Last Sunday a visitor at our church mentioned her frustration in another congregation, her feeling that “I’m not growing deeper with God.” I wonder how many people in our churches share that sense of need? There’s much talk about the missing millennial generation (18-29 year olds) in our churches. Indeed, a 2013 Barna survey titled “Three Spiritual Journeys of Millennials” confirms that more than 50% of persons in that demographic have dropped out of church. But the study goes deeper than that, placing these leavers into three categories, and the biggest category of church dropouts is what the Barna survey calls “Nomads.” “This group is comprised of 18- to 29-year-olds with a Christian background who walk away from church engagement but still consider themselves Christians. “ So they consider themselves Christ-followers but aren’t finding what they desire in church.
I wonder if the problem for these “Nomads,” at least to some extent, might be our failure to advertise or facilitate ways to genuinely experience and grow deeper in God? When the Apostle Paul wrote to Christians in Ephesus in the first century, his greatest desire for them was “that the God of our savior Jesus Christ, the God of glory, will give you a spirit of wisdom and of revelation, to bring you to a rich knowledge of the Creator” (Ephesians 1:17, The Inclusive Bible). The same need may be truer today. Amos Smith, pastor of Church of the Painted Hills UCC in Tucson says “People in our time think scientifically, we need practical verification that something is true or not. If I don’t experience something in my nervous system, there’s a lack of verification.” Smith then refers to the positive example of psychologist Karl Jung who was asked by an interviewer if he believed in God? Jung replied, in a modest voice, “I don’t believe, I know.” Such faith, grounded not in rote propositions but in experiential reality, may be the deepest need for Christians in a Post-modern age.
Could it be that the political polarization of society has pushed both Conservative and Progressive faith communities to emphasize things other than experiencing God? I expect this is true more in terms of public perception than of actual congregational life—but what the public perceives has significant impact on churches. Conservative churches, associated with the political right, can be characterized as rule-focused. They offer the do’s and don’ts of morality, based on hyper-literal Bible interpretations, as the focus of spiritual life. But by the same measure, Progressive churches may so emphasize justice and peace that they can also reduce the Christian life to saying and doing the right things.
I sometimes wonder, as we offer extravagant welcome, what are welcoming people to? One person seeking a church—a lesbian who is politically involved in liberal causes—told me “I visited several UCC churches in my area, but they only offered confirmation of my social and political beliefs. I need a church where they’ll help me deepen my relationship with God.”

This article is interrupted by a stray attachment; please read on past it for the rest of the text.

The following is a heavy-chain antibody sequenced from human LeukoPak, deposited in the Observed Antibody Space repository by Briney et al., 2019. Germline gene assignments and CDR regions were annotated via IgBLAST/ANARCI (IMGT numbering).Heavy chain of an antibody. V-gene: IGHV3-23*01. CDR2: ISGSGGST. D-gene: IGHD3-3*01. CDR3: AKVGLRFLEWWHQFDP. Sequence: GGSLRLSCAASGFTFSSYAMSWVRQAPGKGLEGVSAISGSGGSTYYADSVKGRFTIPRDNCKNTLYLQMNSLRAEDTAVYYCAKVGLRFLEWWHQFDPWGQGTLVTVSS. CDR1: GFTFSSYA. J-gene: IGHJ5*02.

A decade ago Richard Peace and David Schoen, two of the most prominent UCC thinkers on spiritual formation and evangelism respectively, wrote an article titled “Listening for the Still Speaking God: Contemplative Evangelism” (you can Google it and read the pdf online). In that article they emphasize the importance of “classic spiritual formation … birthed in silence, shaped by the spiritual disciplines, and guided by a knowledgeable spiritual director.”
I am glad to say that we have all of that in the Southwest Conference. There are SWC churches where the pastors and lay people are pursuing contemplative prayer and integrating spirituality into their everyday lives. We also have Teresa Blythe with the Heysechia school and Amanda Peterson with Pathways of Grace both offering venues for seekers in the Southwest to grow deeper in contemplative and experiential faith.
But do we emphasize such opportunities for spiritual experience when we invite people to our faith communities? Schoen and Peace, in the aforementioned article, draw a picture of “Contemplative Evangelism.” They write, “What if prayer were the central component of evangelism? By this I mean, what if the very desire to reach out to others was born in the fire of contemplative prayer where the presence of God was so palpable that one could not help but want to share this reality with others?” Imagine a faith community where the message “Whoever you are, you are welcome” is followed with, “We will explore spiritual practices together with you, experiencing the healing presence of God.” Peace and Schoen further explain, “This would be evangelism out of the silence rather than via the loud proclamation. It would be evangelism of companionship—as both evangelist and seeker reach out to God. It would be evangelism of the retreat and the small group conversation, rather than evangelism of the large meeting and forceful challenge. It would be evangelism of spiritual direction (in which the voice of God is sought) rather than evangelism of the witnessing monologue.”
Church of the Painted Hills offers a practical example of such “Contemplative Evangelism” with their Friday Centering Prayer gatherings. They advertise via flyers at local Yoga studios, and half the people who attend their gatherings are unaffiliated with the church. They come driven by a desire to experience God.
Theologian Karl Rahner said “The Christian of the future will be a mystic, or will not exist at all.” In a time of declining church attendance, perhaps we should more openly advertise that our faith communities offer ancient and effective spiritual practices, trails inviting those who wish to walk on such mystical paths.